ISO Sensitivities & Noise

ISO equivalence on a digital camera is the ability to increase the sensitivity of the CCD to allow for faster shutter speeds and/or better performance in low light. The way this works in a digital camera is by "turning up the volume" on the CCD's signal amplifiers, nothing is without its price however and doing so also amplifies any noise that may be present and often affects colour saturation.

The E-20 features three selectable ISO sensitivities of 80, 160 and 320 as well as Auto mode which varies the sensitivity depending on available light.

I decided to use the same system created for our EOS-1D preview. This involves shooting our standard colour patches in average light (9 EV) at the full range of ISO sensitivities.

Each of the comparison crops below are made up of a 100 x 80 crop of patch 1, 7 (M) and 17 of the greyscale of our colour patches (as shown on the right). This helps to give a better impression of noise at different light levels within an image. Directly below this you will find the average standard deviation of these three patches, this is a quantifiable measurement of noise.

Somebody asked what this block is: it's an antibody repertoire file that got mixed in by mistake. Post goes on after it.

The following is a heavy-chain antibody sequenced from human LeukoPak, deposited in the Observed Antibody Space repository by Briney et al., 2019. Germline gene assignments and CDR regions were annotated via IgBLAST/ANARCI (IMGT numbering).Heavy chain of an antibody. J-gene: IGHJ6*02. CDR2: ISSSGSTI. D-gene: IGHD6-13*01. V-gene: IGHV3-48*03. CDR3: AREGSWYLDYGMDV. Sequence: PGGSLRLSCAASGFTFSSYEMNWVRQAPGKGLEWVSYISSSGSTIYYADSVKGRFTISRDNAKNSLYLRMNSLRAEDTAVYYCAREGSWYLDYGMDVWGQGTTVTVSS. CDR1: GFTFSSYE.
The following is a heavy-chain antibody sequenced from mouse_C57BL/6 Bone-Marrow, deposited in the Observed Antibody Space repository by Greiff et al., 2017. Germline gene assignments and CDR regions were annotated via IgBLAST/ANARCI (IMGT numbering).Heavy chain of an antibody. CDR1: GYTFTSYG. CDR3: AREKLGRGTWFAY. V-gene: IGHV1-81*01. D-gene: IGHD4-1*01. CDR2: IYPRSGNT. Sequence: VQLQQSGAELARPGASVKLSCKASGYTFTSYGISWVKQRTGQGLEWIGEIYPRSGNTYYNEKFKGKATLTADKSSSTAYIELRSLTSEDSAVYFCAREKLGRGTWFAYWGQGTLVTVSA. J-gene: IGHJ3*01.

Camera Olympus E-20 Sony DSC-F707
 Sensitivity ISO 80 ISO 100
 Exposure 1/8 s, F4.5 1/10 s, F4.5
 Patch crops
 Std dev. 1.82 1.43
 Camera Olympus E-20 Sony DSC-F707
 Sensitivity ISO 160 ISO 200
 Exposure 1/15 s, F4.5 1/20 s, F4.5
 Patch crops
 Std dev. 2.08 2.18
 Camera Olympus E-20 Sony DSC-F707
 Sensitivity ISO 320 ISO 400
 Exposure 1/30 s, F4.5 1/30 s, F4.5
 Patch crops
 Std dev. 2.51 2.30

As you can see visually there is not a huge difference between the two, both exhibit some visible noise at ISO 100 (ISO 80 on E20) and things become much closer at ISO 200 (ISO 160 on the E20). Overall this is about what we'd expect from a newer prosumer level digital camera.

For a further comparison of the Olympus E-20's noise levels please see our Nikon Coolpix 5000 review.

White Balance

Overall the E-20's automatic white balance functioned very similarly to many other prosumer digital cameras, good in natural light and less good in artificial. That said it does have one of the widest range of pre-programmed white balance settings (each marked with their Kelvin temperature) which did seem to work very well (in many cases better than manual preset).

Manual preset on the E-20 is very easy, just press the button on the front of the camera and it will instantly take a reading. While this worked well in daylight or strong shade it did appear to produce a hue shift in reds under incandescent light.

Outdoors, Auto Outdoors, 6500K / 5500K Outdoors, Manual
Incandescent, Auto
Incandescent, 3000K / 3700K
Incandescent, Manual
Fluorescent, Auto Fluorescent, 4000K / 4500K Fluorescent, Manual

Aperture Priority Mode

Aperture priority is where you designate the aperture and the camera calculates the best shutter speed, if the exposure is outside of the cameras range (either over or under exposing) the nearest shutter speed will display in red on the LCD screen. Used properly Aperture Priority can be invaluable as it has a direct effect on depth of field (the distance in front and behind the focal point which will be in focus when taking the shot).